10. Sure looks like the Austrian-based Pink Skyvan. I did a bunch of jumps from it back in 1986-1987. Great plane, lots of fun and it flies the boogie circuit in Europe. In the USA: Perris Valley, CA, Skydive Arizona and a couple of East Coast dropzones fly Skyvans. Their official excuse is that they allow competitors to train for world championships where the air lift will be military transports with tail gates. The real reason some US DZs fly Skyvans is because they are FUN to exit! As for the photos of skydivers exiting an inverted Skyvan ... I doubt this was planned. Back in 1987 we discovered that if 20 skydivers jam an exit, and if all 20 of them are aft of the wing, a Skyvan will stall and spin and do other funky maneuvers. We also know that if 20 skydivers jam aft of the wing on a Twin Otter, it will stall, spin and do other funky maneuvers! Then again, if you jam all 6 jumpers aft of the wing on a Cessna 206, it will stall, spin and do other funky maneuvers! Pilots tend to land all white-faced and shaky after those maneuvers! One other caution, twice I have seen 20 skydivers try to jam a Skyvan exit on the ground, on both ocaissions, the Skyvan tilted back on its tail and required expensive repairs. Geez! Maybe if an exit does not work on the ground, it won't work in the air! In conclusion, the photos show the famous Pink Skyvan and it is a lot of fun to exit!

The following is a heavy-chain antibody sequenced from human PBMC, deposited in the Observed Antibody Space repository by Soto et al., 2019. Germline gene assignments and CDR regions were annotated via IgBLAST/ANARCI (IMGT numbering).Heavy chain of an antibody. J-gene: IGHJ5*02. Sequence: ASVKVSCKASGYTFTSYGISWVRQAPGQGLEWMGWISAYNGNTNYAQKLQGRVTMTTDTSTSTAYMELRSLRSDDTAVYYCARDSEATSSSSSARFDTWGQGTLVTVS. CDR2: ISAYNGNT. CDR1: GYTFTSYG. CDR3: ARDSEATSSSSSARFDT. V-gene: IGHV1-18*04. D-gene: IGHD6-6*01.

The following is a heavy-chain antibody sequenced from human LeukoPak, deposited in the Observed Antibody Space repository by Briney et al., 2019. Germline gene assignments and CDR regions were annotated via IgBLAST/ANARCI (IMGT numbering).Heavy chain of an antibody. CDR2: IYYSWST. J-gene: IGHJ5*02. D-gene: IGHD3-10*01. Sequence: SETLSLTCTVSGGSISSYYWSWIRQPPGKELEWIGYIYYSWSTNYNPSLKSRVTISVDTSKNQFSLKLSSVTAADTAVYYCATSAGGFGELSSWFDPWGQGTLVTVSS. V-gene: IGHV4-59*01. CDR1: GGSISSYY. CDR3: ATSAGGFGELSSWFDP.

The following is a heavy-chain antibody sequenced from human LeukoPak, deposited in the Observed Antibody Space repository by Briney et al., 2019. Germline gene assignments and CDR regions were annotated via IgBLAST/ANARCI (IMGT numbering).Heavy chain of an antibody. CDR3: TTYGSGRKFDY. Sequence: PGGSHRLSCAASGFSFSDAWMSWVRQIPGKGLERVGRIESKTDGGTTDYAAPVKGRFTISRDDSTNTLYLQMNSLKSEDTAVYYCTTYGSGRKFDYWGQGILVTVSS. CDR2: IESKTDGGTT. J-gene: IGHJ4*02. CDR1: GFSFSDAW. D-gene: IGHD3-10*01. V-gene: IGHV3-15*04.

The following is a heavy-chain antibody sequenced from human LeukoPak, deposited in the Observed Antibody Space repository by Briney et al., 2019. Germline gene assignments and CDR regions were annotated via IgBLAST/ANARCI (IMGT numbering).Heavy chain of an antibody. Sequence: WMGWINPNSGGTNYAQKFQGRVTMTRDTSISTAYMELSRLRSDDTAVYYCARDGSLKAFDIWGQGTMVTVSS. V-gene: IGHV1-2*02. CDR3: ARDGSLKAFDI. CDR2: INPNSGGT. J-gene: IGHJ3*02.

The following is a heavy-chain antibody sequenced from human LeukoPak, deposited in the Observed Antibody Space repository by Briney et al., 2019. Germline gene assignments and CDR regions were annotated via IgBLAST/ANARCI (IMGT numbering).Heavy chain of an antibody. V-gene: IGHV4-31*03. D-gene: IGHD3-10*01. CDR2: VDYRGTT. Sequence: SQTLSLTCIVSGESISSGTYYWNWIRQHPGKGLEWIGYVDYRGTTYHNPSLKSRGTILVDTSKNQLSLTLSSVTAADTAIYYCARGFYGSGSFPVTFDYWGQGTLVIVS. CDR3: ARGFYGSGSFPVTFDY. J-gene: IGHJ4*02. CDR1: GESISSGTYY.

11. Let's be mature here. We have heard a few rumors circulaterd by salesmen about Tempos blowing up/being inferior/etc. but no facts. Until these critics are willing to make signed public criticisms, I will ignore them. Kate Cooper, here is your opportunity to make your rumors public. Over the years I have probably packed a hundred Tempo reserves and have always been impressed with their quality of materials and workmanship. The only complaints I have heard from Tempo users were from big guys jumping small Tempos and wondering why they did not flare like elliptical, Zero-P nine cells. DoH! By the same token, Jim Slayton has complained to me about his Raven 109 not flaring very well. At least Jim was bright enough to trade it for a larger Raven. Speaking of Ravens blowing up ... all the damaged Ravens I have heard of were over-loaded! For example, the Raven 282-Ma that was damaged at Perris over the winter was rated for 292 pounds at sea level, but the jumper weighted more than 300 pounds out the door! TSOs include weight limits for a reason. If jumpers insist on exceeding placarded weight limits they are going to get hurt sooner or later. Period!